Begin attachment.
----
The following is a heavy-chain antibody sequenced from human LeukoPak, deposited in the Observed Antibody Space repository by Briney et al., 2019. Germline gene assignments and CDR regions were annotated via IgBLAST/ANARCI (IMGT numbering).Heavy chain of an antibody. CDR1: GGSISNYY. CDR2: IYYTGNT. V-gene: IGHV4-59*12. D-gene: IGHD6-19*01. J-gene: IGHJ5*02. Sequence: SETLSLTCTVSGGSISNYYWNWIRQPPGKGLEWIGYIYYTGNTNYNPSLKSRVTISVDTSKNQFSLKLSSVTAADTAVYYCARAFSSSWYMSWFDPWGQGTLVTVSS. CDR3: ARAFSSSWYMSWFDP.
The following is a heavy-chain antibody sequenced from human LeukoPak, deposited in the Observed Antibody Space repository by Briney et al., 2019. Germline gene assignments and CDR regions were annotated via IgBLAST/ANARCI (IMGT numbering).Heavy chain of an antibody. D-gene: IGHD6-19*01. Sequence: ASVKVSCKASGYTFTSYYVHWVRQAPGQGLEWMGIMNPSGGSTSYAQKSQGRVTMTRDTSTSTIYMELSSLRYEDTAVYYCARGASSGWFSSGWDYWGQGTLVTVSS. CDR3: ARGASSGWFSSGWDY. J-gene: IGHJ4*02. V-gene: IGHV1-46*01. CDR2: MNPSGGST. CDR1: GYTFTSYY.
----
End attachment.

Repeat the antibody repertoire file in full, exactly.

The following is a heavy-chain antibody sequenced from human LeukoPak, deposited in the Observed Antibody Space repository by Briney et al., 2019. Germline gene assignments and CDR regions were annotated via IgBLAST/ANARCI (IMGT numbering).Heavy chain of an antibody. CDR1: GGSISNYY. CDR2: IYYTGNT. V-gene: IGHV4-59*12. D-gene: IGHD6-19*01. J-gene: IGHJ5*02. Sequence: SETLSLTCTVSGGSISNYYWNWIRQPPGKGLEWIGYIYYTGNTNYNPSLKSRVTISVDTSKNQFSLKLSSVTAADTAVYYCARAFSSSWYMSWFDPWGQGTLVTVSS. CDR3: ARAFSSSWYMSWFDP.
The following is a heavy-chain antibody sequenced from human LeukoPak, deposited in the Observed Antibody Space repository by Briney et al., 2019. Germline gene assignments and CDR regions were annotated via IgBLAST/ANARCI (IMGT numbering).Heavy chain of an antibody. D-gene: IGHD6-19*01. Sequence: ASVKVSCKASGYTFTSYYVHWVRQAPGQGLEWMGIMNPSGGSTSYAQKSQGRVTMTRDTSTSTIYMELSSLRYEDTAVYYCARGASSGWFSSGWDYWGQGTLVTVSS. CDR3: ARGASSGWFSSGWDY. J-gene: IGHJ4*02. V-gene: IGHV1-46*01. CDR2: MNPSGGST. CDR1: GYTFTSYY.